Miscarriage Symptoms in Different Stages

Many women are no strangers to miscarriages. Most often, a woman may have probably experienced a miscarriage once, whether or not being aware of it. Miscarriages are usually the results of a genetic issue or a problem with the fetus when it is developing inside you. Despite the maturity of the pregnancy and even if there is no physical pain associated with it, a miscarriage can be a devastating experience for the woman resulting in feelings of pain, loss, grief, longing and disappointment.

Miscarriage Overview

The loss of the fetus before the 20th week of the pregnancy is referred to as a miscarriage. In medical terminology, a miscarriage is called a “spontaneous abortion.”If a miscarriage takes place after the 20th week of pregnancy, it is called a late miscarriage. About 50% of pregnancies result in a miscarriage according to data produced by the March of Dimes. 80% occur before the third trimester of pregnancy. Many women don’t even miss a period or recognize that a miscarriage has taken place.  

Miscarriage Symptoms During Different Stages

1. Early Miscarriage Symptoms

  • Vaginal bleeding: Bleeding is common during implantation when the newly fertilized egg attaches itself to the lining of the wall of the uterus. You may notice some spotting, either with or without cramping. When this occurs with an open cervix, there is a great possibility that you’re having a miscarriage. Some forms of bleeding to look out for include a sudden heavy flow of bright red blood, containing clots, and with or without cramps.
  • Sudden fluid or mucus discharge: A sudden gush or gradual passing of pinkish white fluid or really firm tissue can indicate a miscarriage as this may be the placenta or amniotic liquid. Experts suggest taking a sample to your doctor in order to run tests to find out whether you miscarried.
  • Severe cramping: Some cramping is not unusual during early pregnancy. These are usually mild and are commonly felt when the fertilized egg attaches itself to the wall of the uterus, which is also known as implantation. You should be concerned, however, if cramping is more severe and persistent in any of the following ways: locating mainly in your back, lasting for longer than a few minutes, feeling worse than menstrual cramps, and being accompanied by some amount of bleeding.
  • Loss of pregnancy symptoms: The disappearance of some of the more profound symptoms of pregnancy may be one sign of a miscarriage but is not usually spotted early on. The fact that you are feeling less sore with no nausea will not always be a sign that you are losing the baby. It is common for these symptoms to ebb and flow as your hormones fluctuate.
  • A positive, then negative pregnancy test: If you take a pregnancy test that is positive, then another later in the day that turns out to be negative, this may be telling of an ectopic pregnancy which needs to be taken care of immediately. You should retest and then consult your doctor if you keep getting inconsistent results.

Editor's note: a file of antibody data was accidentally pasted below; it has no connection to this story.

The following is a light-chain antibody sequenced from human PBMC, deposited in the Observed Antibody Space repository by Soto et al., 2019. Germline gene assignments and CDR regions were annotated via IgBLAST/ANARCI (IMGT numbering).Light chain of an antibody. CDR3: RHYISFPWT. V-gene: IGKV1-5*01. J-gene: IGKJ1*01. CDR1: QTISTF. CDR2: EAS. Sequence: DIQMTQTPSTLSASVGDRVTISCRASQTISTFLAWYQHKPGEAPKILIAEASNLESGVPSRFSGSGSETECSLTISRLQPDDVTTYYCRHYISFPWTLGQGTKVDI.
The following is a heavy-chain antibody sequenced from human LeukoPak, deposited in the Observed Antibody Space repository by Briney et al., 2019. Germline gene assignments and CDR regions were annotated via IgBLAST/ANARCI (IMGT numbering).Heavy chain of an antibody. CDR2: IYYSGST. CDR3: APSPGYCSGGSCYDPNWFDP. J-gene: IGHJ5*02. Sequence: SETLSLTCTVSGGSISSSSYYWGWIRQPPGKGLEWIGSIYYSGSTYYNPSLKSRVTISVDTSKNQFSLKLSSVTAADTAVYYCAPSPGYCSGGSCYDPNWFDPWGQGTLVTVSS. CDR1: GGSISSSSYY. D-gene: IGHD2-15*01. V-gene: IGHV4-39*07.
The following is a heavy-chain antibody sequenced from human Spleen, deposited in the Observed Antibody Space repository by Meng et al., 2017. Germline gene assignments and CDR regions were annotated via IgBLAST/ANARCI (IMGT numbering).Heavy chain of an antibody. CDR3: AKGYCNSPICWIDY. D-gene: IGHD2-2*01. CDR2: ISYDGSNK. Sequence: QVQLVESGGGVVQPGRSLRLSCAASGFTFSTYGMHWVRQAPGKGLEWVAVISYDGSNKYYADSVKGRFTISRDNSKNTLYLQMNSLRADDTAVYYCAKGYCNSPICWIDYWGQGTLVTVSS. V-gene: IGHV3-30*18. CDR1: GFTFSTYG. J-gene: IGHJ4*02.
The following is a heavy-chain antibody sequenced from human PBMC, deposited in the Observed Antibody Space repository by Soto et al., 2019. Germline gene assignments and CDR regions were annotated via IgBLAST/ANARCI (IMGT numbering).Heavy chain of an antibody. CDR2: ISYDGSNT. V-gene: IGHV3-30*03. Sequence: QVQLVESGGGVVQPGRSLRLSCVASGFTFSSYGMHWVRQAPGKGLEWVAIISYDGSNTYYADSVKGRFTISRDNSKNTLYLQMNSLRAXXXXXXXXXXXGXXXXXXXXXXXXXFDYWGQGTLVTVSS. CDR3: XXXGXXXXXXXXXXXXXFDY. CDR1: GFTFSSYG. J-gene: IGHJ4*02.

• Severe abdominal pain: Severe abdominal pain, especially when it is centered on one side of the abdomen is often also a sign of an ectopic pregnancy. This is a potentially risky and life threatening condition in which the embryo implants outside of the uterus. However, mild pain or cramping is common with many normal pregnancies and is not usually a cause for concern.

2. Late Miscarriage Symptoms

  • Severe cramping and bleeding: Severe cramping and bleeding is the most common and obvious sign of a miscarriage.
  • No movement in your uterus: Later miscarriages that take place in the second trimester can be signified by no sensations of movements from the fetus. You should be able to feel the baby moving around and even kicking by this time in your pregnancy. If you sense no movement from your baby, you should call or visit your doctor immediately who is likely to make arrangements for a check of your fetal heart rate.

In this video, Jennifer Stewart, a midwife at Living Well, discusses some of the more common symptoms and signs of a miscarriage. Check it out:

What to Do When You Experience Miscarriage Symptoms

1.      During Doctor's Regular Working Hours

If you experience questionable symptoms during your doctor’s business hours, then you should definitely call or drop in for a check-up. If your doctor is unavailable, then go and see an alternate professional at the nearest health center or hospital who is qualified to advise you.

2.      At Night or Weekend

If it is a night or weekend, you should first call your doctor’s on-call number which may be directed to an answering service or an associate. Follow the instructions of the nurse or doctor who you speak with. You may very likely be asked to go to the nearest clinic or hospital for an examination.

While you may prefer to wait for the familiarity of your OBGYN, but if you want to determine what exactly is going on, it is best to go right away to see another doctor. If you are in your first trimester, then a miscarriage will basically run its course. There is not much that can or will be done to stop it. However, if you are further along in your pregnancy, you may be in early labor and definitely need the care and attention of professionals.

3.      Passing Tissue at Home

If you are having a miscarriage at home and are passing tissue, you may collect a sample and store it in a Ziploc bag in your freezer before bringing it for testing. However, if it is your first miscarriage, then it is likely that it will not be tested as the assumption is that it was the result of a genetic defect with the fetus.

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